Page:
Cities grew in the center of the sprawling farmland.  And it was in the cities where these artisans lived.  Where they honed their specialties.  And met.  With other specialists.  And with farmers.  To trade.  The potter would trade pottery for shoes.  The farmer would trade food for shoes and metal goods.  The tanner would trade leather goods for pottery, shoes and food.  And so on.  People traded the things they made.  To have things they couldn’t make.  Everyone was able to have more things.  Thanks to this trade.

This unleashed the vast human capital of the people.  Their cities.  And their civilization.  Cities on the coast fished.  Cities closer to the forest harvested wood.  Cities closer to the hills mined silver, gold and copper.  And coal.  And the cities traded their surpluses with other cities.  Metal workers and potters traded their goods for fuel for their forges and kilns.  Miners traded their ore and coal for grain and fish.  Either directly.  Or indirectly.  When other people traded their large surpluses with other people in other cities.  With the miners getting a portion of these large-scale trades for all their efforts to make those trades possible.

As Civilizations became more Complex they became more Dependent on Trade

All of this trading made cities grow.  And as a result the civilization they belonged to grew.  And became more advanced.  People ventured further.  Looking for other resources.  And met people from other civilizations.  Who had raw materials that were different and interesting.  As well as finished goods that were different and interesting.  And these civilizations traded with each other.

Civilizations established trade routes with each other.  Which connected civilizations with others in the unknown world.  Beyond the civilizations they knew.  Markets appeared on these trade routes.  Bringing the exotic from the furthest corners of the world to everyone.  As well as new ideas.  And innovation.  The civilized world grew more advanced.  More interdependent.  More peaceful.  And better.  There was more food.  More technology.  More goods and services.  And more leisure.  Giving rise to the arts.  And entertainment.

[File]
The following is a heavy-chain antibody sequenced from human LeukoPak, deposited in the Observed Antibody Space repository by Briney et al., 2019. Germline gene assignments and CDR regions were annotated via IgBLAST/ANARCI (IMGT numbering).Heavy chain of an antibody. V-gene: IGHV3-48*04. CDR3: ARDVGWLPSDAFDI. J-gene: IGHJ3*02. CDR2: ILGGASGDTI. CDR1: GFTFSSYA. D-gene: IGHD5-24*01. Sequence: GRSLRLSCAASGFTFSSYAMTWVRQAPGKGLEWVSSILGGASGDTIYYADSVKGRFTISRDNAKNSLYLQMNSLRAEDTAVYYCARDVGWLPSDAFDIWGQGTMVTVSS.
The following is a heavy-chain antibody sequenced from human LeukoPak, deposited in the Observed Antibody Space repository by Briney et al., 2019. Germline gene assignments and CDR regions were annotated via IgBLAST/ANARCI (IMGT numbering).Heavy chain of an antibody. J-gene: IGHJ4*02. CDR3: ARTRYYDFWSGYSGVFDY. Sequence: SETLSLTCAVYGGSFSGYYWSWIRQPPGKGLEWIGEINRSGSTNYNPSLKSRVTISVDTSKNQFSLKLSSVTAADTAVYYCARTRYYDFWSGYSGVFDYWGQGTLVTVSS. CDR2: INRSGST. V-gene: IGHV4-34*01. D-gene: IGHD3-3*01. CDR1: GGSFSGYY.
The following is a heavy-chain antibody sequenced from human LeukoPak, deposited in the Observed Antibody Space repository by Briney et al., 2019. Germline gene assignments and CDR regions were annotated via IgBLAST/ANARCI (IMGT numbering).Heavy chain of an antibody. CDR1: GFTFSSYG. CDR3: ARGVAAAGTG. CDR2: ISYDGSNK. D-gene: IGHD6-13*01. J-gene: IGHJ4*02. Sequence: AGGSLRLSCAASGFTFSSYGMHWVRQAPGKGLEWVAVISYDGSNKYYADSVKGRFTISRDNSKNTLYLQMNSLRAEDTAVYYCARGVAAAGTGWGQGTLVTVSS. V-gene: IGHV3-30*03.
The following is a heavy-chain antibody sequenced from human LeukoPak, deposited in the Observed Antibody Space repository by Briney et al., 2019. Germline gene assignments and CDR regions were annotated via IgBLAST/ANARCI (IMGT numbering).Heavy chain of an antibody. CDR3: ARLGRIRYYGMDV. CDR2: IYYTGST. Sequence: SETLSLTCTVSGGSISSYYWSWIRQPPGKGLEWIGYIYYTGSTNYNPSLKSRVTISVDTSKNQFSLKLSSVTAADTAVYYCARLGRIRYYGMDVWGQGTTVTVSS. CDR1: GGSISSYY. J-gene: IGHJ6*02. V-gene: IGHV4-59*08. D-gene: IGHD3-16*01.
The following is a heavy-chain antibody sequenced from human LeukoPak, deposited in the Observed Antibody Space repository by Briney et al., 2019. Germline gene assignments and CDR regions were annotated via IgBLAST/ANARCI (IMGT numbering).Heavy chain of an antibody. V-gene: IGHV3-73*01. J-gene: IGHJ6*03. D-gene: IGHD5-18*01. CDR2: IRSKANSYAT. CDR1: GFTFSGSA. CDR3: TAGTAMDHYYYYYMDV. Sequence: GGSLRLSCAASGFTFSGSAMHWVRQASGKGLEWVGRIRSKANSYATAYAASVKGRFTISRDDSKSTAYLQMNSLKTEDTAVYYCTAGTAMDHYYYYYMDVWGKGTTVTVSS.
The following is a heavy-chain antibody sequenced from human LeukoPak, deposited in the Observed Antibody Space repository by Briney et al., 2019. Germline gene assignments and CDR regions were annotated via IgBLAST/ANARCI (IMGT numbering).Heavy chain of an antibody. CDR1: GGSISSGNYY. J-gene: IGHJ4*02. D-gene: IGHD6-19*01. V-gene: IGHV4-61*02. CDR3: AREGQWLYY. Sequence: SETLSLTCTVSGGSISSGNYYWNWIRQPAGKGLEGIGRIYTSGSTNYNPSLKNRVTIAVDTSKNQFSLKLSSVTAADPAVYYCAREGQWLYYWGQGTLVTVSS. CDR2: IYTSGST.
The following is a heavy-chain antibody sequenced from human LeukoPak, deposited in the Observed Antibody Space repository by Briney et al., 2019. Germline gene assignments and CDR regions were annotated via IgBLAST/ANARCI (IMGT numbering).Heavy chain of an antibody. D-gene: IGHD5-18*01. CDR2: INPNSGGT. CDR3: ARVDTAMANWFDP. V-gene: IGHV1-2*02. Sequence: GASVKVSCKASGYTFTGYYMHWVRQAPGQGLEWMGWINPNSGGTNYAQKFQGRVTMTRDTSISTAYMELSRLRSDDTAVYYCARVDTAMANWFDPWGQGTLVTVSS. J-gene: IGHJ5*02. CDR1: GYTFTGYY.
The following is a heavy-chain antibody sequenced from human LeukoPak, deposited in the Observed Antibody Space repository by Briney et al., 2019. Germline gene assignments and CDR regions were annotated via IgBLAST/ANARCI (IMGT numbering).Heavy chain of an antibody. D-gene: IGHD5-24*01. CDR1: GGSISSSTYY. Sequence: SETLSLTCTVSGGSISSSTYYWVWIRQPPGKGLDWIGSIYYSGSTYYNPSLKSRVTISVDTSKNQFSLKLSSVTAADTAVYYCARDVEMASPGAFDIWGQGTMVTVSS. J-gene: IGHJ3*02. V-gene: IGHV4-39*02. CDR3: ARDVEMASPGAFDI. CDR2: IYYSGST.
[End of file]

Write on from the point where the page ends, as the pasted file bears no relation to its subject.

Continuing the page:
But it was not all good.  As cities grew they grew attractive to the uncivilized barbarians beyond the frontier.  Roving bands of hunters and gatherers.  Who were more partial to plunder than trade.  So a portion of their surpluses had to be set aside for city defenses.  The building of city walls.  Implements of wars.  And standing armies.  To defend their cities.  Their civilizations.  And their trade routes.  For as civilizations became more complex they became more dependent on trade.

Trade Improved the Quality of Life which is the Hallmark of an Advanced Civilization

Trade unleashed our human capital.  Because it drove innovation.  There was a big world out there.  Creating a lot of fascinating stuff.  And the only way to get it was to trade your fascinating stuff for it.  And when we did everyone won.  Life got better.  We learned new and interesting things.  That we used as building blocks for further innovation.  And further advancement.  Which led to a better quality of life.  The hallmark of an advanced civilization.


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Pottery Stored Food Surpluses and Created Advanced Civilizations

Posted by PITHOCRATES - October 26th, 2011

Technology 101

An Advanced Civilization requires a Food Surplus and Something to Store it In